First thing first, of course, we sort only visible objects. What it means is that we constantly need to be know what's in our shot. If there is any new object, we got to add it in the sorting process, and if one of the old one's gone - ignore it. Now, Unity doesn't allow to determine the object's Bounding Box together with its  children in the scene tree. Pass over the children (every time, by the way, since they can be added and removed) wouldn't work - too slow. We also can't use OnBecameVisible and other events because these work only for parent objects. But we can get all Renderer components from the necessary object and its children. Of course, it doesn't sound like our best option, but I couldn't find another way, same universal and acceptable by performance.
List<Renderer> _tmpRenderers = new List<Renderer>(); bool IsIsoObjectVisible(IsoObject iso_object) { iso_object.GetComponentsInChildren<Renderer>(_tmpRenderers); for ( var i = 0; i < _tmpRenderers.Count; ++i ) { if ( _tmpRenderers[i].isVisible ) { return true; } } return false; } There is a little trick of using GetComponentsInChildren function that allows to get components without allocations in the necessary buffer, unlike another one that returns new array of components
Secondly, I still had to do something about O(N^2). I've tried a number of space splitting techniques before I stopped at a simple two-dimensional grid in the display space where I project my isometric objects. Every such sector contains a list of isometric objects that are crossing it. So, the idea is simple: if projections of the objects are not crossed, then there's no point in building dependencies between the objects at all. Then we pass over all visible objects and build dependencies only in the sectors where it's necessary, thereby lowering time complexity of the algorithm and increasing performance. We calculate the size of each sector as an average between the sizes of all objects. I found the result more than satisfying.
General performance
Of course, I could write a separate article on this... Okay, let's try to make this short. First, we're cashing the components (we use GetComponent to find them, which is not fast). I recommend everyone to be watch yourselves when working with anything that has to do with Update. You always have to bear in mind that it happens for every frame, so you've got to be really careful Also, remember about all interesting features like custom == operator. There are a lot to things to keep in mind, but in the end you get to know about every one of them in the built-in profiler. It makes it much easier to memorize and use them
Also you get to really understand the pain of garbage collector. Need higher performance? Then forget about anything that can allocate memory, which in C# (especially in old Mono compiler) can be done by anything, ranging from foreach(!) to emerging lambdas, let alone LINQ which is now prohibited for you even in the simplest cases. In the end instead of C# with its syntactic sugar you get a semblance of C with ridiculous capacities.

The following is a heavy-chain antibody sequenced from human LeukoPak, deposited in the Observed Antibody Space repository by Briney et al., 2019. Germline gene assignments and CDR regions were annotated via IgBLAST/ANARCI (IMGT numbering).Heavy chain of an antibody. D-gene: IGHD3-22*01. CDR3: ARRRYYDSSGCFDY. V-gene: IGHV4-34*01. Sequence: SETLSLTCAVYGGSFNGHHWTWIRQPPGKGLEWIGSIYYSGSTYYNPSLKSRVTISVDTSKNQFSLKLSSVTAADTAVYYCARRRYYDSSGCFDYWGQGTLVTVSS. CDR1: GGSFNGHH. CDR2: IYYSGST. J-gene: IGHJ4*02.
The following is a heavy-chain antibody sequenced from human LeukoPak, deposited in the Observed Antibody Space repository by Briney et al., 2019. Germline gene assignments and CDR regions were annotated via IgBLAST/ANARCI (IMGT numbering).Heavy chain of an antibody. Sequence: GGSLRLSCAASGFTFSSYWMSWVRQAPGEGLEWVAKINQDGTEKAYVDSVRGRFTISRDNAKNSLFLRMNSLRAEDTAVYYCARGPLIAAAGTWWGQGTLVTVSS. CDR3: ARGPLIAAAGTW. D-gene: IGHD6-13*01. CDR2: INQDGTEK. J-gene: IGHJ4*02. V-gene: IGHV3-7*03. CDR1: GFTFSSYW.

Here I'm gonna give some links on the topic you might find helpful: Part1, Part2, Part3.
Results
I've never known anybody using this optimization technique before, so I was particularly glad to see the results. And if in the first versions it took literally 50 moving objects for the game to turn it into a slideshow, now it works pretty well even when there're 800 objects in a frame: everything's spinning at top speed and re-sorting for just for 3-6 ms which is very good for this number of objects in isometry. Moreover, after initialization it almost haven't allocate memory for a frame
Further opportunities
After I read feedbacks and suggestions, there were a few features which I added in the past versions.
2D/3D Mixture
Mixing 2D and 3D in isometric games is an interesting opportunity allowing to minimize drawing of different movement and rotations options (for instance, 3D models of animated characters). It's not really hard thing to do, but requires integration within the sorting system. All you need is to get a Bounding Box of the model with all its children, and then to move the model along the display Z by the box's width.
Bounds IsoObject3DBounds(IsoObject iso_object) { var bounds = new Bounds(); iso_object.GetComponentsInChildren<Renderer>(_tmpRenderers); if ( _tmpRenderers.Count > 0 ) { bounds = _tmpRenderers[0].bounds; for ( var i = 1; i < _tmpRenderers.Count; ++i ) { bounds.Encapsulate(_tmpRenderers[i].bounds); } } return bounds; } that's an example of how you can get **Bounding Box** of the model with all its children

and that's what it looks like when it's done
Custom isometric settings